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Editorial

Political vs. financial risk

The S&P downgrade was more about our polarized government than our ability to pay our debts.

August 09, 2011

The credit ratings firm Standard & Poor's didn't enhance its tarnished credibility with its decision Friday to downgrade Treasury securities from "risk-free" AAA to AA+. Having seen no evil during much of the housing boom, S&P has flipped to the other extreme in regard to Washington's fiscal problems, declaring T-bills to be a less reliable investment than bonds issued by Luxembourg or the Isle of Man. Its overreaction prompted sell-offs in financial markets around the globe, causing billions of dollars worth of equity to evaporate.

Nevertheless, the company has a point about the exceptionally polarized and dysfunctional U.S. government. Far too many lawmakers seem to have a cavalier attitude about the commitments their predecessors have made to the people who lend to, do business with or rely on the federal government. Although Washington won't default on its bonds, those relationships can no longer be considered "risk free."

Credit rating agencies are supposed to make judgments about financial risks, not political ones. And on financial terms, it's hard to justify even a slight downgrade on U.S. bonds. The 14th Amendment arguably requires that the Treasury pay bondholders ahead of any other creditor. Even with the enormous deficits the government has been running, Washington still collects far more money each month than is needed to stay current on its debt payments.

The recession, a succession of tax cuts, two simultaneous and expensive overseas wars, a new prescription drug entitlement and a surge in federal spending have all driven up the federal debt to 69% of the country's gross domestic product, an unusually high level. But that's far below the debt load in Greece and only a third of Japan's.

In addition, unlike Greece and the other financially troubled countries in Europe, the United States' central bank controls the country's currency. As then-Federal Reserve Chairman Alan Greenspan said in 1997, "A government cannot become insolvent with respect to obligations in its own currency." If it needs more dollars to pay its debts, it can print more. That's a horribly inflationary policy, of course, and markets wouldn't react kindly. Yet it's another layer of protection against default.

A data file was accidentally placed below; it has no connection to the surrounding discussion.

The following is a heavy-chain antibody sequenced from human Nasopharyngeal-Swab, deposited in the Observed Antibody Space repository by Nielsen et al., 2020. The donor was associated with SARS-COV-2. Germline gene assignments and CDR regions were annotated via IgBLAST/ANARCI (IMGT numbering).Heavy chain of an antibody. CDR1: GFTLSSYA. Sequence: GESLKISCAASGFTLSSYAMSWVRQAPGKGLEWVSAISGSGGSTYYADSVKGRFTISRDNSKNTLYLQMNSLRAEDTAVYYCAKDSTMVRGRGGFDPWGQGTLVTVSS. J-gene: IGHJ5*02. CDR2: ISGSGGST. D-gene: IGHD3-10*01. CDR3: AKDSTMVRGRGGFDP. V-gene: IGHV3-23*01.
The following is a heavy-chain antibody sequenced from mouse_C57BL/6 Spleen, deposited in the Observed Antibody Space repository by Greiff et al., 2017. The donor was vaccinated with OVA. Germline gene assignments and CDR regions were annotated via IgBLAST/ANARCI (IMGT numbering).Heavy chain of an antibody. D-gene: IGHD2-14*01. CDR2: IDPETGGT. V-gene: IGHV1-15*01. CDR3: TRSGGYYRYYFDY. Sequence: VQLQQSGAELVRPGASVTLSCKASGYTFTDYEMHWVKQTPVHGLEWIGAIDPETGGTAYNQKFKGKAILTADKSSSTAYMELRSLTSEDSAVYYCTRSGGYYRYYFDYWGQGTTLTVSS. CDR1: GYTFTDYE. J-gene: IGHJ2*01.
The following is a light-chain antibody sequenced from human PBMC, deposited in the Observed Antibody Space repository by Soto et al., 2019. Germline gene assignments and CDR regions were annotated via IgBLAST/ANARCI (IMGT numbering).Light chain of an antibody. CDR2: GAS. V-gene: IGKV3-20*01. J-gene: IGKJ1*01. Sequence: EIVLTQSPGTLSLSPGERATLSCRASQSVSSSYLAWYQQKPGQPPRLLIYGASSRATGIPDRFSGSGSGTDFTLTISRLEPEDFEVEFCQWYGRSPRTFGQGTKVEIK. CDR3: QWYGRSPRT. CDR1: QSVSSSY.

One of S&P's main complaints was that the $2.4 trillion to $2.7 trillion in deficit reduction that Congress and President Obama finally agreed to this month wasn't enough to stop the U.S. debt from growing relative to the size of the economy. Its initial analysis, however, was based on outdated budget projections that ignored previous spending cuts, throwing its calculations off by $2 trillion. Yet it stuck by its conclusions despite the error, suggesting that the data weren't as important as the politics.

In essence, the downgrade was a vote of no confidence in U.S. governance. That's an understandable reaction to the spectacle of the debt ceiling negotiations, when dozens of lawmakers — egged on by a chorus of GOP presidential candidates — declared that it would be better to shut down the government and stiff some of its creditors and beneficiaries than to compromise with Obama over the size or composition of the deficit reduction package.

Despite the real problems posed by the deficit, the struggling economy and a bitterly divided government, however, the Treasury can be relied on to make payments on the debt. S&P may merely have been stating the obvious about Washington's policymaking foibles. But by putting its imprimatur on the prevailing pessimism about the economy, the agency only exacerbated the problem.

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